If you’re struggling to realise the full potential of machine learning in your organisation, the good news is that you’re not alone. According to industry analysts VentureBeat, 87% of AI projects will never make it into production.

MLOps emerged to address this widespread challenge. By blending AI and DevOps practices, MLOps promised smooth, scalable development of ML applications.

The bad news is that MLOps isn’t an immediate fix for all AI projects. Operationalsing any AI or machine learning solution  will present its own challenges, which must be addressed to realise the potential these technologies offer. Below we’ve outlined five of the biggest MLOps challenges in 2022, and some guidance on solving these issues in your organisation.

You can read about these ideas in more detail in our new MLOps playbook, “Operationalising Machine Learning”, which provides comprehensive guidance for operations and AI teams in adopting best practice around MLOps. 

Challenge 1: Lack of user engagement

Failing to help end users understand how a machine learning model works or what algorithm is providing an insight is a common pitfall. After all, this is a complex subject, requiring time and expertise to understand. If users don’t understand a model, they are less likely to trust it, and to engage with the insights it provides.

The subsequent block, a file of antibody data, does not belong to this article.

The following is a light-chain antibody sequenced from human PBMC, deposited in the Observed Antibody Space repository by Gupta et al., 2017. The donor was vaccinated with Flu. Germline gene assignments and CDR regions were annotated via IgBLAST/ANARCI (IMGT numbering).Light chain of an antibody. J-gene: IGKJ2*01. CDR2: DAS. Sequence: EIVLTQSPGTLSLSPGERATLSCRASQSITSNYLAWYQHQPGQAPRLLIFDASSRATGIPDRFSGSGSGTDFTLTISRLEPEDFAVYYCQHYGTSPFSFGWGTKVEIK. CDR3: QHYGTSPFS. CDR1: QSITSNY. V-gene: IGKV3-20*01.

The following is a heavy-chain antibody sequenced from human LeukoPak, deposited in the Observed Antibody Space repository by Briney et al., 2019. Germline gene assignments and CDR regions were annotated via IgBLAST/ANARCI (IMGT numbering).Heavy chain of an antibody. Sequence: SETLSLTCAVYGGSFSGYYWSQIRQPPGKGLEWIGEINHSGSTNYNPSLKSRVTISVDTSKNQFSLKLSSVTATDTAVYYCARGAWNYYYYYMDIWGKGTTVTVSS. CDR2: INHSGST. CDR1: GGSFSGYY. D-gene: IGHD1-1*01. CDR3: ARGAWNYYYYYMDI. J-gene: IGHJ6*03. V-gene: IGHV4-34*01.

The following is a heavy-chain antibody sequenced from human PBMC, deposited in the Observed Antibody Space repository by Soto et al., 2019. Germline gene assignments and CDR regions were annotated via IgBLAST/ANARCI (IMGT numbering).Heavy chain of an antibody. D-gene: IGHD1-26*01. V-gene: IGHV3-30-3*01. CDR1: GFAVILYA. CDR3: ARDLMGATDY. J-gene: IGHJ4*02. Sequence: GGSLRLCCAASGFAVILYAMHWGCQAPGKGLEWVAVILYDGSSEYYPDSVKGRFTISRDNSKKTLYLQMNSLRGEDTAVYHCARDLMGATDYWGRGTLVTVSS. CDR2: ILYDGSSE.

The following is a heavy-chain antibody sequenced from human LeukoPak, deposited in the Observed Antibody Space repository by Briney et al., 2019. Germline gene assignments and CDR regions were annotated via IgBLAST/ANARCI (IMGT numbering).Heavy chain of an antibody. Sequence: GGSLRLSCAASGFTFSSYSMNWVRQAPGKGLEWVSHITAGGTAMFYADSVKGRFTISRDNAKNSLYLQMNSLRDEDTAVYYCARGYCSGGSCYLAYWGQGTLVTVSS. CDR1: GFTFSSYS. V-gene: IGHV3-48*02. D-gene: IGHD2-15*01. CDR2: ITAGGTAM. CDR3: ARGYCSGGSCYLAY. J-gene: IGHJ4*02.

Organisations can avoid this problem by engaging with users early in the process, by asking what problem they need the model to solve. Demonstrate and explain model results to users regularly and allow users to provide feedback during iteration of the model. Later in the process, it may be helpful to allow end users to view monitoring/performance data so that you can build trust in new models. If end users trust ML models, they are likely to engage with them, and to feel a sense of ownership and involvement in that process.